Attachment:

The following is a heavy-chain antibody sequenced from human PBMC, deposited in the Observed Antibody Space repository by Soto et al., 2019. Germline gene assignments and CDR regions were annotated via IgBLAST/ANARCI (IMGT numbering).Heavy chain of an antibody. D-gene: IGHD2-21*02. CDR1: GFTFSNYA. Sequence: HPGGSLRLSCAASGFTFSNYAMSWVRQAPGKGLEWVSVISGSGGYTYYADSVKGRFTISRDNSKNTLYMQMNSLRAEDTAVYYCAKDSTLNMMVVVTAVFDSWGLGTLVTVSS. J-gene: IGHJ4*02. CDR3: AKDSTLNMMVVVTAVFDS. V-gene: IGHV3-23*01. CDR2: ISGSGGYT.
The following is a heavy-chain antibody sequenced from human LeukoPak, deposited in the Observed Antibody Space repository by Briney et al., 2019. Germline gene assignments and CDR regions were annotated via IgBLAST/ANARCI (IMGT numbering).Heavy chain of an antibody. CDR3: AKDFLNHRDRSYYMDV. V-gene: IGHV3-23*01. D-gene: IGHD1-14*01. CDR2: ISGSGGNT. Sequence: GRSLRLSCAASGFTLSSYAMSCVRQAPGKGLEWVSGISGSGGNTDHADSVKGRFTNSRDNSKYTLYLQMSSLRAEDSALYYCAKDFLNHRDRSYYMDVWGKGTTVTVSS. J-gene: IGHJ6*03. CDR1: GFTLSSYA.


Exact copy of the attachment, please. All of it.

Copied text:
The following is a heavy-chain antibody sequenced from human PBMC, deposited in the Observed Antibody Space repository by Soto et al., 2019. Germline gene assignments and CDR regions were annotated via IgBLAST/ANARCI (IMGT numbering).Heavy chain of an antibody. D-gene: IGHD2-21*02. CDR1: GFTFSNYA. Sequence: HPGGSLRLSCAASGFTFSNYAMSWVRQAPGKGLEWVSVISGSGGYTYYADSVKGRFTISRDNSKNTLYMQMNSLRAEDTAVYYCAKDSTLNMMVVVTAVFDSWGLGTLVTVSS. J-gene: IGHJ4*02. CDR3: AKDSTLNMMVVVTAVFDS. V-gene: IGHV3-23*01. CDR2: ISGSGGYT.
The following is a heavy-chain antibody sequenced from human LeukoPak, deposited in the Observed Antibody Space repository by Briney et al., 2019. Germline gene assignments and CDR regions were annotated via IgBLAST/ANARCI (IMGT numbering).Heavy chain of an antibody. CDR3: AKDFLNHRDRSYYMDV. V-gene: IGHV3-23*01. D-gene: IGHD1-14*01. CDR2: ISGSGGNT. Sequence: GRSLRLSCAASGFTLSSYAMSCVRQAPGKGLEWVSGISGSGGNTDHADSVKGRFTNSRDNSKYTLYLQMSSLRAEDSALYYCAKDFLNHRDRSYYMDVWGKGTTVTVSS. J-gene: IGHJ6*03. CDR1: GFTLSSYA.